Romania plans to sell international bonds in the third quarter and scale back domestic debt issuance after a record first three months as speculation Greece will exit the euro roils markets, a Finance Ministry official said.
The eastern European nation, which raised a record 26 billion lei ($7.5 billion) at home in the January-March period, retains plans to sell as much as 2.5 billion euros ($3.2 billion) of bonds on global markets this year, depending on market conditions, Deputy Finance Minister Cristian Sporis said.
“We want to be a constant issuer on the international markets,” Sporis said in a May 19 interview in London. “We said we’ll issue 2.5 billion euros this year so we’ll try to issue that amount.”
First-quarter Treasury-bond and bill sales rose more than 50 percent from a year earlier as wage cuts and a tax increase aimed at trimming the budget deficit bolstered investors’ optimism toward the European Union’s second-poorest member. Romania, which exited a 20 billion-euro bailout led by the International Monetary Fund in 2011 after its deepest recession on record, has also raised $2.25 billion abroad this year.
After reaching a year low of 4.4625 percent on April 23, the yield on Romania’s dollar bond due 2015 has jumped to 5.119 percent as investors sell emerging-market assets amid reports Greece may return to the drachma. The cost of insuring government debt against non-payment for five years using credit-default swaps has risen to 431 basis points from a 2012 low of 295 basis points on March 14. A basis point is 0.01 percentage point.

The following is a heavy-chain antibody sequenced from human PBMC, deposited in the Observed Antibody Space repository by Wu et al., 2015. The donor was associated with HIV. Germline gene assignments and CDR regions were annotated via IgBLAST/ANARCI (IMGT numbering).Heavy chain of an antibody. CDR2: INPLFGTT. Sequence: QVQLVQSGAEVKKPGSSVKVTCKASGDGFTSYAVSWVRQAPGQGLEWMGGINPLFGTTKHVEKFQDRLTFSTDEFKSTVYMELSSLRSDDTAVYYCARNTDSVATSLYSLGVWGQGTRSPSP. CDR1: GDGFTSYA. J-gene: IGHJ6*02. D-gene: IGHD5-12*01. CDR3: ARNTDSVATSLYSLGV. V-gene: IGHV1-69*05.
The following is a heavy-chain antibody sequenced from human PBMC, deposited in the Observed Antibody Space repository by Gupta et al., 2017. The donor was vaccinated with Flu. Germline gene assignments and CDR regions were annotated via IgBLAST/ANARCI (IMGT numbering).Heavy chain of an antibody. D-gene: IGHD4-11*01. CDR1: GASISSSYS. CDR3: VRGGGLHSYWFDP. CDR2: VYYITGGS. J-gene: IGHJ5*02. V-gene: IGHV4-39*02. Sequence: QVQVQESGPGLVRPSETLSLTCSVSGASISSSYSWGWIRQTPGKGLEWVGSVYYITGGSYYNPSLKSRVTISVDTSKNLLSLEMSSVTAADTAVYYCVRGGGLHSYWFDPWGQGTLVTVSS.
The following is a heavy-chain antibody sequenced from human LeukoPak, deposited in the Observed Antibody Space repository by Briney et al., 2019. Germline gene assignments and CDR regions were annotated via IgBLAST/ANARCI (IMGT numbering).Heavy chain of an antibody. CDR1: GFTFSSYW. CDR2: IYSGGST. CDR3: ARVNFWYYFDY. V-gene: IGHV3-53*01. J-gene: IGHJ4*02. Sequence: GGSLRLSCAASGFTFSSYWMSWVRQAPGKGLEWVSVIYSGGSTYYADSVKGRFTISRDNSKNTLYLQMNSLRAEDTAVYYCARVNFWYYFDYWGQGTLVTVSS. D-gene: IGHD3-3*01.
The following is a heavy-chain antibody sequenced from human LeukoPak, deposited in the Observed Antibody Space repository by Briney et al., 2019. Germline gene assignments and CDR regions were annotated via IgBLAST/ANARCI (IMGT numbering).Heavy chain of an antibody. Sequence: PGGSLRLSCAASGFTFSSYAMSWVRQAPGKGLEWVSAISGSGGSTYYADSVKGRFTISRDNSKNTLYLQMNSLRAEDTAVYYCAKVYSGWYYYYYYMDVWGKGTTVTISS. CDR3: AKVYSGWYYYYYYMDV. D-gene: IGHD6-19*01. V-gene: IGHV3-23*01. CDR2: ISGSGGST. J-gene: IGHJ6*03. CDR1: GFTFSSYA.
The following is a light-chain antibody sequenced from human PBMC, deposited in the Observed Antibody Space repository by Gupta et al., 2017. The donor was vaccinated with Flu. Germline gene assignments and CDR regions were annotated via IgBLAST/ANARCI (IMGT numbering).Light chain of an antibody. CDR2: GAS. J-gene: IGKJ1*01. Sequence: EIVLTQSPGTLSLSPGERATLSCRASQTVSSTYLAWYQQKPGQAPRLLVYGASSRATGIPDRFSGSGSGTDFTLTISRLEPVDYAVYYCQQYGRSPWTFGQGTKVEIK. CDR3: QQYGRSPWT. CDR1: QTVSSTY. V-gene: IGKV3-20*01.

The leu has lost 2.6 percent against the euro since January, making it the worst performer among eastern European and African currencies tracked by Bloomberg.
Romania won’t be forced to sell bonds abroad as it has a cushion of about 4 billion euros and is in line for a 1 billion-euro backstop from the World Bank, pending approval at a June meeting of the Washington-based lender, Sporis said.
“We have a buffer and we’re not caught in a corner to issue at any cost, unlike some countries,” he said. The World Bank loan “will be at our disposal any time we want to draw on it, for which we will be paying a commitment fee.”
Romania also has a two-year 5 billion-euro precautionary agreement from the IMF and the EU, which was agreed on last year after the bailout expired.
Domestically, Sporis said Romania will sell less debt after frontloading this year’s plan and will continue offering treasuries with maturities of as long as 15 years.
“We’ll reduce our debt issuance,” he said. “We’re sticking to our plan to lengthen the maturities because we want to avoid repayment peaks in the next three to four years. If we can’t find enough interest on the local market, we can tap the foreign markets if the opportunity arises.”
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